Edexcel English IGCSE: The Explorer’s Daughter by Kari Herbert
Q1. How does the writer show the conflict in her thoughts and feelings about hunting in the Explorer’s Daughter?
You should refer closely to the passage to support your answer.
You should refer closely to the passage to support your answer. You may use brief quotations.
Edexcel English IGCSE Model Essay by an Expert
The writer admires and respects the narwhal, but also recognises the necessity of hunting for the Inughuits. She explicitly states her emotional conflict during the description of the hunt.
By focusing on the beauty of nature, including the narwhal, the writer shows that she is conflicted about the idea of hunting. She reminds the reader of the magnificence of nature with vivid visual imagery, such as a metaphor of the “glittering kingdom”. The narwhals themselves are also described as beautiful and worthy of respect. One vivid image in particular shows that the narwhals contribute to the natural beauty of the setting: “the plumes of spray from the narwhal catching the light in a spectral play of colour”. The narwhals are also portrayed as “intelligent creatures” with “keen” senses and the ability to “talk to one another”. This focus on their intelligence challenges the idea that they deserve to be hunted and killed.
On the other hand, the writer also appreciates the necessity of the narwhal-hunting to the survival of the Inughuits: a group of people for whom she has great respect. She describes the narwhal as “an essential contributor to the survival of the hunters”, using strong vocabulary to emphasise the importance of the hunt for the Inughuits. By listing the uses for the many parts of the narwhal, the writer portrays the hunters as resourceful, whilst also highlighting the difficulty of their lives. For example, the narwhal’s fat is “the only source of light and heat” for them. Thus by portraying the vital importance of the hunt, the writer highlights the contradictions in her loyalties.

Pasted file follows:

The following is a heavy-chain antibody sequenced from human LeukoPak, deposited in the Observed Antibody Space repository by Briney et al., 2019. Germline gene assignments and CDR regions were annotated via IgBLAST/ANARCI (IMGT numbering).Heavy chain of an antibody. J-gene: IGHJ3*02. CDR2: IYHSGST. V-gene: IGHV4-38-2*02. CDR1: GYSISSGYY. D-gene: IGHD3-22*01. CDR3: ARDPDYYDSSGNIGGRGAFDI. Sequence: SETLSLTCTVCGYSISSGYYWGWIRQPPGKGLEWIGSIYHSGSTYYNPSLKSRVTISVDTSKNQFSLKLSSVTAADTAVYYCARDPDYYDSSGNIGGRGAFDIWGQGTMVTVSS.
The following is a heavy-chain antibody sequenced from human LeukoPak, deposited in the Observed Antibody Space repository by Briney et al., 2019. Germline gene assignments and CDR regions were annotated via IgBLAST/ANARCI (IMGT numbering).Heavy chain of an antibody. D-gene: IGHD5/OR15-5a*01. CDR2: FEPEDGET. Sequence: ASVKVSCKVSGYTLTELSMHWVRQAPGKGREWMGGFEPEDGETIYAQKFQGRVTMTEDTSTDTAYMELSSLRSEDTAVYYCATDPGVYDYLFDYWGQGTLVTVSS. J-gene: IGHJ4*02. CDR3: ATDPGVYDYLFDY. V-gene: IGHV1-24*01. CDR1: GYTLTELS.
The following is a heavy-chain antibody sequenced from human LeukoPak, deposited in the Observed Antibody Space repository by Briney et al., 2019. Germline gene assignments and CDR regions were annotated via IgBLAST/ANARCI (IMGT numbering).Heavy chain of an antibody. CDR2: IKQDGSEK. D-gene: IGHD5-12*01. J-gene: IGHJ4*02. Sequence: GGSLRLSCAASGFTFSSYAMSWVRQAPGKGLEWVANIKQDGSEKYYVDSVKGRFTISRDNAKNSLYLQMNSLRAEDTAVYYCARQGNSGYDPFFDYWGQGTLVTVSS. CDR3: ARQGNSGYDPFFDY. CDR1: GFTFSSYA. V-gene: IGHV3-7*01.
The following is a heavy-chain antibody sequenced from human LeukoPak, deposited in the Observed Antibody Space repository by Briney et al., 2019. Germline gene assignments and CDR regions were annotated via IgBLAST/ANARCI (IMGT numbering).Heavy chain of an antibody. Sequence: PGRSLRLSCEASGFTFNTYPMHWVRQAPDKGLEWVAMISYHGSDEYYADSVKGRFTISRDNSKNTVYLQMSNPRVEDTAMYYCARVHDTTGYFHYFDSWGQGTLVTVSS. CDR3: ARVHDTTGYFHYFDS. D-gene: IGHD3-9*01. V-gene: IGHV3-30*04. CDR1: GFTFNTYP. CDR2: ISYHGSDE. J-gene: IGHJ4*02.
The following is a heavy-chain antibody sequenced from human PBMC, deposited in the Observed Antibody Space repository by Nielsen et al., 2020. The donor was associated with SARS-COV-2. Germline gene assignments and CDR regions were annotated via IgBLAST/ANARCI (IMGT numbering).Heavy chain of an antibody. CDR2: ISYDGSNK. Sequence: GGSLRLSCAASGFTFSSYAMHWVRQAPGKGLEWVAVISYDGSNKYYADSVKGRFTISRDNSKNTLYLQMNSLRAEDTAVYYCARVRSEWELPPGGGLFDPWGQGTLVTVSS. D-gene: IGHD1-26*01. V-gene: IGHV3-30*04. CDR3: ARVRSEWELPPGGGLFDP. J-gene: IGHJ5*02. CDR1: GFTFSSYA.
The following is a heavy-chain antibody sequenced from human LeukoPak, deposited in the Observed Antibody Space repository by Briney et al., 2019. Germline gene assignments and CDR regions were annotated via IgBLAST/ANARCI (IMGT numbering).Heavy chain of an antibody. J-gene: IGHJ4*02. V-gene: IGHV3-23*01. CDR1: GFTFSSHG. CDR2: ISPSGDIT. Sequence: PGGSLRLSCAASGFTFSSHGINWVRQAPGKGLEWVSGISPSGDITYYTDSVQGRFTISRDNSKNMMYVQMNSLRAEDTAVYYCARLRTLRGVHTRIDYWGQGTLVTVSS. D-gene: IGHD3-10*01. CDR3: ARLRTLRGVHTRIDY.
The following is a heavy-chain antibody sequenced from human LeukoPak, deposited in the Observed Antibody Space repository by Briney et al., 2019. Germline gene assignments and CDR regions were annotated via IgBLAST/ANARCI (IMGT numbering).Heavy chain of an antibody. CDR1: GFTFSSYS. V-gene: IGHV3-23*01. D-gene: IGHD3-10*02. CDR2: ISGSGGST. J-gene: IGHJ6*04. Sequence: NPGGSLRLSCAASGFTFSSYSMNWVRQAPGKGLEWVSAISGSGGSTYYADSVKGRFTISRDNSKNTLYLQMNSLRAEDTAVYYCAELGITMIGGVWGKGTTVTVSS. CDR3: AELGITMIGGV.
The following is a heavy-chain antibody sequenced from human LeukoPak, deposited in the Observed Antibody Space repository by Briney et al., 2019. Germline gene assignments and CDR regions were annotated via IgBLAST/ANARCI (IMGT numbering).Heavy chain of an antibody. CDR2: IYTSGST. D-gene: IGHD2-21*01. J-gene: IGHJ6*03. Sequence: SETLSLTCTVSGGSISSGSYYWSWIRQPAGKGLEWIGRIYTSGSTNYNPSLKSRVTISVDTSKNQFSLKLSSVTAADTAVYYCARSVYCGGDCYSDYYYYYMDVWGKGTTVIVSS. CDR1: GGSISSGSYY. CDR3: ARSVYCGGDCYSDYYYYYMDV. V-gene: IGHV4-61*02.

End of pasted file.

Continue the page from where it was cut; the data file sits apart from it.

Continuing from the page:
During the hunt, the writer experiences conflict between her head and her heart. Logically, she supports the hunters: “I urged the man on in my head”. She experiences fear and excitement in her support of the hunters, highlighting the dangers of the hunt: the hunters’ boats are “flimsy” and they could “easily” be drowned. She also shows respect for the hunters’ skill. The simile “the hunters spread like a net” creates the impression that they can act skilfully as a team, becoming one joint tool to catch the narwhal. However, she is also emotionally attached to the narwhal: “my heart also urged the narwhal to dive, to leave, to survive”. The triple infinitive structure and the repeated ‘v’ sound here create an emotional, sentimental tone, suggesting an element of tragedy; she doesn’t want the beautiful narwhal to die.
The writer respects both the Inughuits and the narwhals, and it is this conflict of appreciation and respect which leads her to be unsure of her feelings about the hunt. Although she strongly believes that the Inughuits need to hunt to survive, she cannot completely disregard her emotional attachment to the narwhals.